Kidney Transplant Recipient Information for Kidney Failure Patients at Georgia Regents Medical Center

 

Benefits of Kidney Transplantation

If you suffer from kidney failure, the Georgia Regents Kidney and Pancreas Transplant Program in Augusta, Georgia, offers kidney transplantation services that can offer significant benefits, including:

  • Return to work
  • Improved quality of life
  • Increased life expectancy
  • Freedom from dialysis treatments
  • Fewer fluid and dietary restrictions

If you are a Type I diabetic and receive a kidney/pancreas transplant, you will no longer have to rely on insulin treatments.

Kidney Transplant Facts

As of May 23, 2014, there were 100,794 patients awaiting kidney transplantation and 2049 patients awaiting simultaneous kidney/pancreas transplantation in the United States.

In 2013, 16,894 kidney transplant were performed in the United States.

  • 5,732 were from living donors
  • 11,162 were from deceased donors

Source: OPTN (Organ Procurement and Transplantation Network), May 28, 2014

Living Kidney Donor Transplants

The Kidney Transplant Program at Georgia Regents Medical Center encourages living donation when possible. There are several benefits to receiving a living donor transplant:

  • Kidney living donor recipients are transplanted as soon as the donor’s evaluation has been completed. This generally takes only a few months. The average wait time for a deceased donor kidney is three years.
  • Since donor and recipient surgeries are closely coordinated, the time the kidney is outside the body is minimized. As a result, living donor kidney transplants function better, have fewer complications, and last longer than deceased donor kidney transplants.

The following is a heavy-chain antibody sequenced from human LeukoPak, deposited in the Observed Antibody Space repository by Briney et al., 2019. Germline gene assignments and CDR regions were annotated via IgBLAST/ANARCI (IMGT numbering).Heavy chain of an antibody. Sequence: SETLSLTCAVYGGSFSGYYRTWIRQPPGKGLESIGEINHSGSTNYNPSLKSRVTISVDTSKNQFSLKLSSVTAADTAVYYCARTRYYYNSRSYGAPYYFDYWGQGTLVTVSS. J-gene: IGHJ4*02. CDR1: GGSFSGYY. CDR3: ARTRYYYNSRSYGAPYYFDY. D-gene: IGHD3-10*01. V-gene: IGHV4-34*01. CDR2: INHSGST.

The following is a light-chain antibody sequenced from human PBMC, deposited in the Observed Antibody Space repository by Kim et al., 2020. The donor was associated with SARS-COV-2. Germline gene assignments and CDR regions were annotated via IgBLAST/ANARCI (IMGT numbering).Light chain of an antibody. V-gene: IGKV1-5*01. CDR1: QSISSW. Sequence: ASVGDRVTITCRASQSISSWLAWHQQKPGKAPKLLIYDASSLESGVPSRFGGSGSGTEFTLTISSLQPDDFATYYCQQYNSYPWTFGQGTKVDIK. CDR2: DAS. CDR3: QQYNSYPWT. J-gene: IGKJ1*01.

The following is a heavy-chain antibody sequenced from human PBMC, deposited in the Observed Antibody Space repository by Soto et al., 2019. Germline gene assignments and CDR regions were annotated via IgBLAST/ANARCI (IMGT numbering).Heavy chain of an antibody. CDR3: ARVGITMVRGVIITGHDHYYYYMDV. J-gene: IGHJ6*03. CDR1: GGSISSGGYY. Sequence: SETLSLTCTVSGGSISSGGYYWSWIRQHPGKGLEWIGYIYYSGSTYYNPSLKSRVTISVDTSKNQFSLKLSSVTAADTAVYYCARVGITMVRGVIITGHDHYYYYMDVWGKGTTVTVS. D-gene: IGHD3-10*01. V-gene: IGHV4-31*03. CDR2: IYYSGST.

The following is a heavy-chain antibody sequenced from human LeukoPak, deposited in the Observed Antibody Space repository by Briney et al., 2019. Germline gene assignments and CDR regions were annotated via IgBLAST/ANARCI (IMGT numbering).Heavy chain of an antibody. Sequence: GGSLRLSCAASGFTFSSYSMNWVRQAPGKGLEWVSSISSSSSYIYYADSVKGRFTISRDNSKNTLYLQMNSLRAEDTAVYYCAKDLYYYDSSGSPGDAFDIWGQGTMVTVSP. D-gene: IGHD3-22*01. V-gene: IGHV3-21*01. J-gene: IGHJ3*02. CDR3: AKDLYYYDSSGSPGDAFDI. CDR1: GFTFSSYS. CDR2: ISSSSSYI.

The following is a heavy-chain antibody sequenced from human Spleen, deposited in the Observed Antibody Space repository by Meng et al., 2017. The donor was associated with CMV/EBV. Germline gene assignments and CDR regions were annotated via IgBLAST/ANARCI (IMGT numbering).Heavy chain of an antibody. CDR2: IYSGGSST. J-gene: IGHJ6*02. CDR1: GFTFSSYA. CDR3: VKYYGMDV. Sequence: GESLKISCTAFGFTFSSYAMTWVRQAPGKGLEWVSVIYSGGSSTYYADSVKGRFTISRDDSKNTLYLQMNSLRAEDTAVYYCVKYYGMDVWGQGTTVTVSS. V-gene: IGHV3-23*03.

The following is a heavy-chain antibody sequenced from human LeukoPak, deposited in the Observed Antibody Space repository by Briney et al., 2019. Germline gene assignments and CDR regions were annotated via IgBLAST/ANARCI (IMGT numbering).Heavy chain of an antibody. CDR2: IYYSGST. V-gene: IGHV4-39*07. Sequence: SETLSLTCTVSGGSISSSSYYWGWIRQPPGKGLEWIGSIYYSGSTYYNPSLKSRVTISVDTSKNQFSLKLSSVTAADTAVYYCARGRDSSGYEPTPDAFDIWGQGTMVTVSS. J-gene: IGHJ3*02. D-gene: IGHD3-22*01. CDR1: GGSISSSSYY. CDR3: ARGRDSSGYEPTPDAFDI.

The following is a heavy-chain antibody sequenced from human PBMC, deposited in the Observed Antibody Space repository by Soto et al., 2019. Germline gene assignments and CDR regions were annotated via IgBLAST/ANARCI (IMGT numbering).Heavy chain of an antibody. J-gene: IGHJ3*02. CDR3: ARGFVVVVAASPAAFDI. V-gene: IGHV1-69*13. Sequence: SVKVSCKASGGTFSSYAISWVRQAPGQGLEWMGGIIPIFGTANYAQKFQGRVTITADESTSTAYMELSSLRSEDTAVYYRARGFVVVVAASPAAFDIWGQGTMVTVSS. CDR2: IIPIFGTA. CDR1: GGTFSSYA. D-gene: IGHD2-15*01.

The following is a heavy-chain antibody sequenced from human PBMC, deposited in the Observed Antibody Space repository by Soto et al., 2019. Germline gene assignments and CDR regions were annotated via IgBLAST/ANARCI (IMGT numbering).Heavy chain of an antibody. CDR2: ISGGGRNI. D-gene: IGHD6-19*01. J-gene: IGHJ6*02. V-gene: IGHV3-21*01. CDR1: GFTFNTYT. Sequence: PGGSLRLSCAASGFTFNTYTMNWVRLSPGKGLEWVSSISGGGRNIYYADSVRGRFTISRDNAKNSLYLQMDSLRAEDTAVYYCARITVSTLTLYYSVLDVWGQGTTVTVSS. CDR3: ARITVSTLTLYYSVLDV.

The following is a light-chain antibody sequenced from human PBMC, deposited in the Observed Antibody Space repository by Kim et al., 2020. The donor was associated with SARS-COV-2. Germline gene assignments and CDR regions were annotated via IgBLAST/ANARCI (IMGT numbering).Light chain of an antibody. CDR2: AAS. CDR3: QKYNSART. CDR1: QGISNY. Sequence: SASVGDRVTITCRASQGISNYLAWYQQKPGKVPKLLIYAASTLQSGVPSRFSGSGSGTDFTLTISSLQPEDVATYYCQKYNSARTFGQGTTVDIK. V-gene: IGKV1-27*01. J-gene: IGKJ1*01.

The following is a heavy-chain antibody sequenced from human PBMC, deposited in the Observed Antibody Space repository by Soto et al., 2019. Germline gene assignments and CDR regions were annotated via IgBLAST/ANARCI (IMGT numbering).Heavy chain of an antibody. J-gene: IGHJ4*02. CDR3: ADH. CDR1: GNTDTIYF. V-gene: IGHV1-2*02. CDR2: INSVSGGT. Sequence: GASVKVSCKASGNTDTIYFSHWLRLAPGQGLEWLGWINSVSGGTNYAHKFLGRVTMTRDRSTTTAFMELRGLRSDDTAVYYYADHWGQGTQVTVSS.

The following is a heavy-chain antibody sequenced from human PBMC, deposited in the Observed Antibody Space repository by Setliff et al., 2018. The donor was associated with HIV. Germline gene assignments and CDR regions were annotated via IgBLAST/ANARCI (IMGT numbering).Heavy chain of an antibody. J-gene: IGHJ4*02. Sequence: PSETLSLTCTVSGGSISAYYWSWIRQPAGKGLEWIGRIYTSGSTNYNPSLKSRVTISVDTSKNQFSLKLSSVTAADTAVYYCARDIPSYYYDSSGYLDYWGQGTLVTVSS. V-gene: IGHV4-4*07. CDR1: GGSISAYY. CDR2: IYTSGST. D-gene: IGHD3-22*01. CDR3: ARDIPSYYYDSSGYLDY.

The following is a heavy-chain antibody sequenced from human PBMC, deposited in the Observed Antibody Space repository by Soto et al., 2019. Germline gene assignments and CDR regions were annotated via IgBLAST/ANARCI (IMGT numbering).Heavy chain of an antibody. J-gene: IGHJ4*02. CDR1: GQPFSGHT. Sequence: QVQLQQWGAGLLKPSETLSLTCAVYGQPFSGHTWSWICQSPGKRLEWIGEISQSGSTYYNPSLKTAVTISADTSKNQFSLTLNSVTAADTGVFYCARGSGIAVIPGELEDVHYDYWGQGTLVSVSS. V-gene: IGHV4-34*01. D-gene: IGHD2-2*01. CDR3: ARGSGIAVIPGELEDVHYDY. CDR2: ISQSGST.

• Living kidney donor surgeries are scheduled weeks ahead of time, allowing recipient and donor to plan for the transplant event.

Living donors do not always have to be family members. You can be emotionally related. Examples are your spouse, in-laws, or even friends. All potential donors undergo a comprehensive medical evaluation to ensure that donation is safe for them and the kidney is an acceptable match for you.

Learn more about living donation at Georgia Regents Medical Center.

Kidney Paired Donation is an option for recipients who cannot receive a kidney from their loved one due to an incompatibility.  The Georgia Regents Medical Center Kidney Transplant Program works with other organizations to identify a pair in a similar situation, meaning patients may benefit from a living donor transplant even if their loved one cannot donate to them.

Learn more about kidney paired donation:

Deceased Kidney Donor Transplants

If you do not have a living kidney donor, you will be placed on the national waiting list for a deceased donor kidney or kidney/pancreas transplant. The United Network of Organ Sharing (UNOS) is an agency which regulates the allocation of solid organs and maintains the national deceased donor waiting list.

At Georgia Regents Medical Center, the typical wait for a deceased donor transplant is two to five years. For some patients the wait may be shorter but for others it may be longer depending on your blood type, antibody level, and donor availability.

For patients placed on the list in 2003-2004, the national median waiting times are:

  • Blood group O 1852 days 5.14 years
  • Blood group A 1207 days 3.35 years
  • Blood group B 1935 days 5.38 years
  • Blood group AB 853 days 2.37 years

Source: OPTN (Organ Procurement and Transplantation Network), May 28, 2014

Learn about the kidney transplant process at Georgia Regents Medical Center.

For more information about Kidney and Pancreas Transplant services at Georgia Regents Medical Center, call 706-721-2888 or 1-800-736-2273, ext 2888 or e-mail kidney_transplant@gru.edu.